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Wednesday, September 12, 2012

Tom's Hardware - "Seven GeForce GTX 660 Ti Cards: Exploring Memory Bandwidth"

Image source: Tom's Hardware

Tom's Hardware posted a pretty interesting article looking at the recently-released GTX 660 Ti. Specifically, the article takes a look at seven cards from various manufacturers and examines the impact of the 660 Ti's 192-bit memory bus on gaming performance when anti-aliasing is cranked up. One feature of the article that I thought was cool was their noise comparison amongst the cards; seems like Asus, Gigabyte, and MSI are still among the best options.

I still don't know what to think of the 660 Ti. The card seems like a dud at the $300 price point now that you can find HD 7950s in the $290-300 range after rebate. Present performance aside, the 7950's 3GB of VRAM and 384-bit memory bus are going to have a lot more staying power than the 660 Ti's 2GB and 192-bit bus. If you're planning on upgrading your GPU every 12 months or so that might not matter, but for someone on a budget the prospect of a card lasting 2-3 years sounds pretty nice.

Tom's Hardware only tested Batman: Arkham City for this article, so it's not exactly a comprehensive look at the performance of the cards tested. Still, the results look pretty interesting:

Image source: Tom's Hardware

Pretty crazy how the 660 Ti (and to a lesser extent, the 670) falls off the table as AA is increased. By comparison, here's the graph from Tom's original 660 Ti review representing Batman: Arkham City performance at 1920x1080:

In case you missed the memo: Tom's Hardware

You can see that settings were a bit lower this time around compared to the original review. Also from the more recent article is the following, emphasis theirs:

So what does this tell us?

We aren't saying that anyone else ran their benchmarks on Nvidia's GeForce GTX 660 Ti incorrectly. Really, the card that wins depends on games, settings, and resolutions. This card isn’t a good choice for less demanding titles, but it does make a strong showing when a lot of GPU performance and, relatively speaking, not a lot of memory bandwidth are needed. But this exposes the card's big issue. Nvidia's GeForce GTX 660 Ti isn’t really a premium card. It would need to perform better at higher-end settings to satisfy the folks shopping for a less expensive alternative to the GTX 670. If you're really only looking for a middle-of-the-road card to game at mainstream resolutions and modest settings, the less expensive Radeon HD 7870 is ample.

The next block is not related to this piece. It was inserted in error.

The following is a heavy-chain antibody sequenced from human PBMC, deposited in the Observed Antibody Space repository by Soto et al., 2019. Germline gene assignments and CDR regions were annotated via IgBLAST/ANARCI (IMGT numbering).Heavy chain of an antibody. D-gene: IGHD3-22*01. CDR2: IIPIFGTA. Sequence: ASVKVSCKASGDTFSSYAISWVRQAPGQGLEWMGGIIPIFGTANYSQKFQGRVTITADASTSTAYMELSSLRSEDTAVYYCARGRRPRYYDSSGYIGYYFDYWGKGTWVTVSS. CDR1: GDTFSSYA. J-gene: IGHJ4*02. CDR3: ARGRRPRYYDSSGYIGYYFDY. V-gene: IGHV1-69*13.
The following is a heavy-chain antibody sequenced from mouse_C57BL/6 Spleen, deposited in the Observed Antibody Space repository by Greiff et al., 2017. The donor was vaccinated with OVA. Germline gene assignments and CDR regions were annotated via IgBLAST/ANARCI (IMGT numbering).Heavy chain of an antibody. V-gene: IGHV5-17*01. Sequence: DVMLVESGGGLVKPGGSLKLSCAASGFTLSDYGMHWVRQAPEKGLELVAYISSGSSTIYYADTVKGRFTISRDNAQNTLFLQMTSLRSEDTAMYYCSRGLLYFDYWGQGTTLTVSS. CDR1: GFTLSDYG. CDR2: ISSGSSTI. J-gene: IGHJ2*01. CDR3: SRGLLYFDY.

The last statement is what really hurts the 660 Ti. 7870 "GHz Edition" cards are currently going for $230-240 after rebate on Newegg. Most reviews that I've read put the 660 Ti above the 7870, but I don't think I've seen a single review that puts it ahead of the 7950. It seems like the 660 Ti really needs to come down to the $270-280 range to be worth considering - there's a Gigabyte card on Newegg for $285 after rebate, so hopefully we're heading in that direction.

Maybe it's just me, but I feel like the bang-for-the-buck factor isn't quite there with this generation of cards. The only true "gaming" cards available for under 300 bucks are the 7850 (~$180-200) and the 7870 (~$230-260), unless you're willing to throw the 7770 into the conversation at $100-130. Coming from a 560 Ti, which launched at $250, the 7850 doesn't seem like much of an upgrade, so my options are limited and pretty pricey.

Guess it's time to play the waiting game. Thinking back, I usually end up skipping roughly every-other generation anyway so this is my year to sit out, as evidenced by my upgrade path: 6800 GT (and SLI later), HD 4850, HD 4890, GTX 560 Ti. AMD released the 6970 and 7970 in December 2010 and 2011, respectively; Nvidia released the 580 in November 2010 and the 680 in March 2012. I wouldn't be surprised if we started hearing rumblings about the next-gen within the next couple of months.


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